There is not any particular restriction or assumption on the means of data fetching between the GraphQL layer and the original data. The original data can reside in local files, local databases, or remote databases — or it can even be simple variables in the GraphQL implementation language (there are many).

Two Parties Involved in Use of GraphQL

The following two parties are involved in the introduction and use of GraphQL to the original data: the GraphQL Manager and the GraphQL User (my own terms, not the GraphQL developers’). Their roles are as follows:

The GraphQL Manager:

  • Defines type-wise structure of the data available for querying, in a schema-like fashion; this will be visible to the GraphQL User by introspection
  • Implements the methods to access the data, in the form of “resolvers”; this will not be visible to the GraphQL User

The GraphQL User:

  • Queries the data within the bounds of the GraphQL query format defined by the GraphQL Manager

Note the GraphQL Manager by himself is not responsible for managing the original data. Even though he “defines” the structure of the data available through the GraphQL interface, this definition does not determine how the original data is actually stored and managed. Rather, he defines what of the original data he wants to be exposed through the GraphQL interface.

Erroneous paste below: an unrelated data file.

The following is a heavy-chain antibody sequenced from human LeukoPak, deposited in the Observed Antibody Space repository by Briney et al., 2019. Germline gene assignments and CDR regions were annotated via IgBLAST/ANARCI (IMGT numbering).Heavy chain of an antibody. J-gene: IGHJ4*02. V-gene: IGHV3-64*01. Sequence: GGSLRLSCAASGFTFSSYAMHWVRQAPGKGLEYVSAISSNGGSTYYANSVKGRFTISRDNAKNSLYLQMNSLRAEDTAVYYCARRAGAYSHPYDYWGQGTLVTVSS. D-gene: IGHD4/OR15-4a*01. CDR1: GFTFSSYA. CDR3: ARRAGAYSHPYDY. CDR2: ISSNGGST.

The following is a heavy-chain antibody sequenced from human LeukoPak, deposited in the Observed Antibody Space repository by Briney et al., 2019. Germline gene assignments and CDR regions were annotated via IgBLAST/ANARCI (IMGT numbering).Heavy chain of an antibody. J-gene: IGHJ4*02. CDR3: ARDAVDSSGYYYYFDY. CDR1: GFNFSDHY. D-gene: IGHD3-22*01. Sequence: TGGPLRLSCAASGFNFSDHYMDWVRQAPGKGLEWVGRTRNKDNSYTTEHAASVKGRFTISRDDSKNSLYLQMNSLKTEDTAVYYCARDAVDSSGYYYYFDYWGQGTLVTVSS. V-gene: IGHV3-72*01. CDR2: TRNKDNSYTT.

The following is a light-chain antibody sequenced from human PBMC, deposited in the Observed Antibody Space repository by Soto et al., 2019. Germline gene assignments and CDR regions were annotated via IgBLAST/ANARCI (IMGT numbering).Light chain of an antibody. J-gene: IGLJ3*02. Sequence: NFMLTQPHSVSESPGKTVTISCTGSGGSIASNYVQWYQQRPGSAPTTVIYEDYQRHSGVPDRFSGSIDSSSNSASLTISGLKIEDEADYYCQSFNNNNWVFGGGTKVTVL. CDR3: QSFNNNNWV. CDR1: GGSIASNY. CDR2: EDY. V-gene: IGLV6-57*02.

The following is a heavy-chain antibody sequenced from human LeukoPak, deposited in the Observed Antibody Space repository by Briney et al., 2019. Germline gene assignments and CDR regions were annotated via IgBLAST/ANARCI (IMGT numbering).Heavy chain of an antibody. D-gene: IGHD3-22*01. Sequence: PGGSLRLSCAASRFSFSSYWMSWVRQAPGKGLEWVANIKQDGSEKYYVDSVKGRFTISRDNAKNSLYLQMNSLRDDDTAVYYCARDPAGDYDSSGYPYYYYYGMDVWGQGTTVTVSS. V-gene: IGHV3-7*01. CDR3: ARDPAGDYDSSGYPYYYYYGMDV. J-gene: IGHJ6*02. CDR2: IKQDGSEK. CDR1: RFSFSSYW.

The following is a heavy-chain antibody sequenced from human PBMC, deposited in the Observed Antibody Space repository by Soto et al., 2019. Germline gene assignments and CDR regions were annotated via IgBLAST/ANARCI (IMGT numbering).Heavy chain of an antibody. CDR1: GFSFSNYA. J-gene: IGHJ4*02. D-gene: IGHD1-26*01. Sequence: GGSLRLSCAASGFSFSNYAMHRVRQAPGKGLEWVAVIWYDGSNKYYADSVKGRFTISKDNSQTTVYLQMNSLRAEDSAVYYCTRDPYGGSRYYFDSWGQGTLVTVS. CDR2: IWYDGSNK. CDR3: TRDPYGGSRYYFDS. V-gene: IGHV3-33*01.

Where GraphQL Is Inserted

In the typical scenario where a server holds data and clients request it, GraphQL is usually added on the server’s side, so the server can provide a better interface with querying capabilities to its clients. This seems what is usually assumed in the documents on GraphQL that I have read.

I do not think this has to be the only way, however. You could use GraphQL in a bridge to it. Or you could even use it on the client’s side. As long as the GraphQL Manager can implement the resolvers that fit the given scenario, you should be able to enjoy the benefits of GraphQL.

Increased Performance?

One of the purported benefits of GraphQL is increased performance. However, you have to note it applies only in the context where GraphQL is used to implement a Web API, and its performance is compared to that of a strict REST API (not a Web API in general), and also only when the GraphQL Manager carefully implemented the relevant resolvers in a performant way.

Generally speaking, increased performance is not inherent in GraphQL by itself, despite the impression that the documents on GraphQL might give you; it does not “come for free” just by using GraphQL alone. On the contrary, a naïve implementation of resolvers by the GraphQL Manager is likely to give you pretty bad performance.

The following resources helped me understand this issue:

Performance becomes an issue when the nested objects are allowed to be requested and are indeed requested. Let’s say you want a list of movies that match a certain criteria (say, older than 20 years), with the list of performers for each such movie. Nested objects will be returned to such a query, which are a list of movie data, with a list of performers for each movie. In the relational database terminology, there is either a one-to-many or many-to-many relation between the Movie entity and the Performer entity.

If this query is to be executed against a database server with a REST API, there will be N+1 sub-queries.